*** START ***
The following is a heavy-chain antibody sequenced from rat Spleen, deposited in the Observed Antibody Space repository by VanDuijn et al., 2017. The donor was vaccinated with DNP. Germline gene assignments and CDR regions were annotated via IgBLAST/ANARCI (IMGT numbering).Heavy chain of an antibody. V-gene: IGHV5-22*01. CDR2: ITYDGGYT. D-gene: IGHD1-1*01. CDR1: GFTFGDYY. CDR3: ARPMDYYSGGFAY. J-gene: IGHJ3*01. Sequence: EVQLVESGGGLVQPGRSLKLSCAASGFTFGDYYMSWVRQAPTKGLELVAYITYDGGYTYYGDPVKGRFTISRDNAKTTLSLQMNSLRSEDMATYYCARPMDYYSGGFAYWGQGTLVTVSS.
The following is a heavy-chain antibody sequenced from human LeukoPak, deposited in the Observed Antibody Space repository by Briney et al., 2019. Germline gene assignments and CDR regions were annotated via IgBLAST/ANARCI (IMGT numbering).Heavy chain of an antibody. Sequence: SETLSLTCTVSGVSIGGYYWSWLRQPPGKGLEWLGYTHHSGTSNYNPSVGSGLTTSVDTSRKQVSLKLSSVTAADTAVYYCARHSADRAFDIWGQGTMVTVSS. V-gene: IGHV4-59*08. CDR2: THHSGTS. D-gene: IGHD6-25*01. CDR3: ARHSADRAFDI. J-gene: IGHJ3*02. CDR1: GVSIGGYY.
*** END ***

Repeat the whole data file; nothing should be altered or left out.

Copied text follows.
The following is a heavy-chain antibody sequenced from rat Spleen, deposited in the Observed Antibody Space repository by VanDuijn et al., 2017. The donor was vaccinated with DNP. Germline gene assignments and CDR regions were annotated via IgBLAST/ANARCI (IMGT numbering).Heavy chain of an antibody. V-gene: IGHV5-22*01. CDR2: ITYDGGYT. D-gene: IGHD1-1*01. CDR1: GFTFGDYY. CDR3: ARPMDYYSGGFAY. J-gene: IGHJ3*01. Sequence: EVQLVESGGGLVQPGRSLKLSCAASGFTFGDYYMSWVRQAPTKGLELVAYITYDGGYTYYGDPVKGRFTISRDNAKTTLSLQMNSLRSEDMATYYCARPMDYYSGGFAYWGQGTLVTVSS.
The following is a heavy-chain antibody sequenced from human LeukoPak, deposited in the Observed Antibody Space repository by Briney et al., 2019. Germline gene assignments and CDR regions were annotated via IgBLAST/ANARCI (IMGT numbering).Heavy chain of an antibody. Sequence: SETLSLTCTVSGVSIGGYYWSWLRQPPGKGLEWLGYTHHSGTSNYNPSVGSGLTTSVDTSRKQVSLKLSSVTAADTAVYYCARHSADRAFDIWGQGTMVTVSS. V-gene: IGHV4-59*08. CDR2: THHSGTS. D-gene: IGHD6-25*01. CDR3: ARHSADRAFDI. J-gene: IGHJ3*02. CDR1: GVSIGGYY.